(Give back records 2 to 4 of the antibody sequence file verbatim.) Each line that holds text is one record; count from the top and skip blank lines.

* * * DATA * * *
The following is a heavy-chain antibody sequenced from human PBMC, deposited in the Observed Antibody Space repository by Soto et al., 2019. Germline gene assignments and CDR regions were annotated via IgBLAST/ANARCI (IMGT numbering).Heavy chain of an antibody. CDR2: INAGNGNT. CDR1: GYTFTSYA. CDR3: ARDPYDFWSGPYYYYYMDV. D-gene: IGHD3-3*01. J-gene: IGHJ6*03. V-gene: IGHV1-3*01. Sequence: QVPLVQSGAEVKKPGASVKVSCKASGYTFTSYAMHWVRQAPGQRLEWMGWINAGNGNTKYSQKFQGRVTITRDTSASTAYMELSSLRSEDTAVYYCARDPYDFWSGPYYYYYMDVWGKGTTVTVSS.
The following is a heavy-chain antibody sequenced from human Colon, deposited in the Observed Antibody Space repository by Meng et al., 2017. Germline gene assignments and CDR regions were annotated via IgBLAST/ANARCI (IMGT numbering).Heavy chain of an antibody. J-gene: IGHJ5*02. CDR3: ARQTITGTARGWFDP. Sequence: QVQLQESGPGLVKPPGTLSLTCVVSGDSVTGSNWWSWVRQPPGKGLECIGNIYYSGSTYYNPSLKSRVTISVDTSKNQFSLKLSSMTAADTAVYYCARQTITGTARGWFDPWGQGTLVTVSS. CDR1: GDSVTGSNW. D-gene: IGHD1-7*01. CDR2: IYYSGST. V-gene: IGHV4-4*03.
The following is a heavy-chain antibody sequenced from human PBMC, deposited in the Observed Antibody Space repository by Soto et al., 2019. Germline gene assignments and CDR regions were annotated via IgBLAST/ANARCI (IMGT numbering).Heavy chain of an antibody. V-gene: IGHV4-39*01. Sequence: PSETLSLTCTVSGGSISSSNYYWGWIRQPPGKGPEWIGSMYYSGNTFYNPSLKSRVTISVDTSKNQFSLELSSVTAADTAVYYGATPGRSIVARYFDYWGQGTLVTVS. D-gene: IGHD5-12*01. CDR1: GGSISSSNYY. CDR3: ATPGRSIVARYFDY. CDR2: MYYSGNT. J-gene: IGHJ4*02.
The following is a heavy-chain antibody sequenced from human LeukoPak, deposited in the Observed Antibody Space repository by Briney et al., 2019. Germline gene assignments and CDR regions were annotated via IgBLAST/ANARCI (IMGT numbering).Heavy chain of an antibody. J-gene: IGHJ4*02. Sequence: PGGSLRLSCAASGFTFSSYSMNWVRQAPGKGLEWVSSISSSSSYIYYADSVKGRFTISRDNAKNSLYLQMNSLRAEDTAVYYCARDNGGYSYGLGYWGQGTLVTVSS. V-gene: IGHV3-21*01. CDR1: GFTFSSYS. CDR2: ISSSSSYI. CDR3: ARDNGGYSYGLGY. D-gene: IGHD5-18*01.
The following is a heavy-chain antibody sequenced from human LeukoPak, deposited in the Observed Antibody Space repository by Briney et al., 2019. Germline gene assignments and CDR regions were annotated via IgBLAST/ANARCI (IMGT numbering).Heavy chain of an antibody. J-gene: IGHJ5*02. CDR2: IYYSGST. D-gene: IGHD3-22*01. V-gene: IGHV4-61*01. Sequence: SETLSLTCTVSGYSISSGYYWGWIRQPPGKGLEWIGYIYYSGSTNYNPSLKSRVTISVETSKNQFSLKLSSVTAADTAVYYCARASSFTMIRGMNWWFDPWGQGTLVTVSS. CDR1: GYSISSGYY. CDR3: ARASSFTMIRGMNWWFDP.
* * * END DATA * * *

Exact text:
The following is a heavy-chain antibody sequenced from human Colon, deposited in the Observed Antibody Space repository by Meng et al., 2017. Germline gene assignments and CDR regions were annotated via IgBLAST/ANARCI (IMGT numbering).Heavy chain of an antibody. J-gene: IGHJ5*02. CDR3: ARQTITGTARGWFDP. Sequence: QVQLQESGPGLVKPPGTLSLTCVVSGDSVTGSNWWSWVRQPPGKGLECIGNIYYSGSTYYNPSLKSRVTISVDTSKNQFSLKLSSMTAADTAVYYCARQTITGTARGWFDPWGQGTLVTVSS. CDR1: GDSVTGSNW. D-gene: IGHD1-7*01. CDR2: IYYSGST. V-gene: IGHV4-4*03.
The following is a heavy-chain antibody sequenced from human PBMC, deposited in the Observed Antibody Space repository by Soto et al., 2019. Germline gene assignments and CDR regions were annotated via IgBLAST/ANARCI (IMGT numbering).Heavy chain of an antibody. V-gene: IGHV4-39*01. Sequence: PSETLSLTCTVSGGSISSSNYYWGWIRQPPGKGPEWIGSMYYSGNTFYNPSLKSRVTISVDTSKNQFSLELSSVTAADTAVYYGATPGRSIVARYFDYWGQGTLVTVS. D-gene: IGHD5-12*01. CDR1: GGSISSSNYY. CDR3: ATPGRSIVARYFDY. CDR2: MYYSGNT. J-gene: IGHJ4*02.
The following is a heavy-chain antibody sequenced from human LeukoPak, deposited in the Observed Antibody Space repository by Briney et al., 2019. Germline gene assignments and CDR regions were annotated via IgBLAST/ANARCI (IMGT numbering).Heavy chain of an antibody. J-gene: IGHJ4*02. Sequence: PGGSLRLSCAASGFTFSSYSMNWVRQAPGKGLEWVSSISSSSSYIYYADSVKGRFTISRDNAKNSLYLQMNSLRAEDTAVYYCARDNGGYSYGLGYWGQGTLVTVSS. V-gene: IGHV3-21*01. CDR1: GFTFSSYS. CDR2: ISSSSSYI. CDR3: ARDNGGYSYGLGY. D-gene: IGHD5-18*01.